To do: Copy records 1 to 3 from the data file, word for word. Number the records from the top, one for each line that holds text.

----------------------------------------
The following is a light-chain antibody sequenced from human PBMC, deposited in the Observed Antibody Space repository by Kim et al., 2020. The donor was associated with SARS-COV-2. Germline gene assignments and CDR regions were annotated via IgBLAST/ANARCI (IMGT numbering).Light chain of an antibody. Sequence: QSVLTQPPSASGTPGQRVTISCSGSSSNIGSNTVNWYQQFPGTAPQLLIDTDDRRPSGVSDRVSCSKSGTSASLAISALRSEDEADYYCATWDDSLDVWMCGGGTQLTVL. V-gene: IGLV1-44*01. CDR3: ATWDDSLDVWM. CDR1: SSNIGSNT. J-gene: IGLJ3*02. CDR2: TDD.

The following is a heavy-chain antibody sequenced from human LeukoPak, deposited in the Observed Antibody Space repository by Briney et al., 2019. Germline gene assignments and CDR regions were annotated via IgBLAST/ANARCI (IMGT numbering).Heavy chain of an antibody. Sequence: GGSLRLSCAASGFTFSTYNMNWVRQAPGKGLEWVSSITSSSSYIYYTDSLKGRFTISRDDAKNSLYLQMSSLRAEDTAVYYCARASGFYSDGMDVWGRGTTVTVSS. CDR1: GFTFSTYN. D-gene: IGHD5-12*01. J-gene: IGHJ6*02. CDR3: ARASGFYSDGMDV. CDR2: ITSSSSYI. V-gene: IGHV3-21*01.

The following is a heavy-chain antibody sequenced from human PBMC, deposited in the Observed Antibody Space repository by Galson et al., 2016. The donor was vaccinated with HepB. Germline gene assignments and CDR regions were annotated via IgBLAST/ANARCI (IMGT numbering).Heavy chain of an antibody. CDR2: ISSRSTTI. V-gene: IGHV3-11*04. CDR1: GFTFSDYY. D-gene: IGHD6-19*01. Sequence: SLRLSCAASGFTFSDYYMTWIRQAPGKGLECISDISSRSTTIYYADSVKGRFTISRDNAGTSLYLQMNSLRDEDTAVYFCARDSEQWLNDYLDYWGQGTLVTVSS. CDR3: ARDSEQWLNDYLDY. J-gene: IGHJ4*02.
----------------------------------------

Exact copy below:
The following is a light-chain antibody sequenced from human PBMC, deposited in the Observed Antibody Space repository by Kim et al., 2020. The donor was associated with SARS-COV-2. Germline gene assignments and CDR regions were annotated via IgBLAST/ANARCI (IMGT numbering).Light chain of an antibody. Sequence: QSVLTQPPSASGTPGQRVTISCSGSSSNIGSNTVNWYQQFPGTAPQLLIDTDDRRPSGVSDRVSCSKSGTSASLAISALRSEDEADYYCATWDDSLDVWMCGGGTQLTVL. V-gene: IGLV1-44*01. CDR3: ATWDDSLDVWM. CDR1: SSNIGSNT. J-gene: IGLJ3*02. CDR2: TDD.

The following is a heavy-chain antibody sequenced from human LeukoPak, deposited in the Observed Antibody Space repository by Briney et al., 2019. Germline gene assignments and CDR regions were annotated via IgBLAST/ANARCI (IMGT numbering).Heavy chain of an antibody. Sequence: GGSLRLSCAASGFTFSTYNMNWVRQAPGKGLEWVSSITSSSSYIYYTDSLKGRFTISRDDAKNSLYLQMSSLRAEDTAVYYCARASGFYSDGMDVWGRGTTVTVSS. CDR1: GFTFSTYN. D-gene: IGHD5-12*01. J-gene: IGHJ6*02. CDR3: ARASGFYSDGMDV. CDR2: ITSSSSYI. V-gene: IGHV3-21*01.

The following is a heavy-chain antibody sequenced from human PBMC, deposited in the Observed Antibody Space repository by Galson et al., 2016. The donor was vaccinated with HepB. Germline gene assignments and CDR regions were annotated via IgBLAST/ANARCI (IMGT numbering).Heavy chain of an antibody. CDR2: ISSRSTTI. V-gene: IGHV3-11*04. CDR1: GFTFSDYY. D-gene: IGHD6-19*01. Sequence: SLRLSCAASGFTFSDYYMTWIRQAPGKGLECISDISSRSTTIYYADSVKGRFTISRDNAGTSLYLQMNSLRDEDTAVYFCARDSEQWLNDYLDYWGQGTLVTVSS. CDR3: ARDSEQWLNDYLDY. J-gene: IGHJ4*02.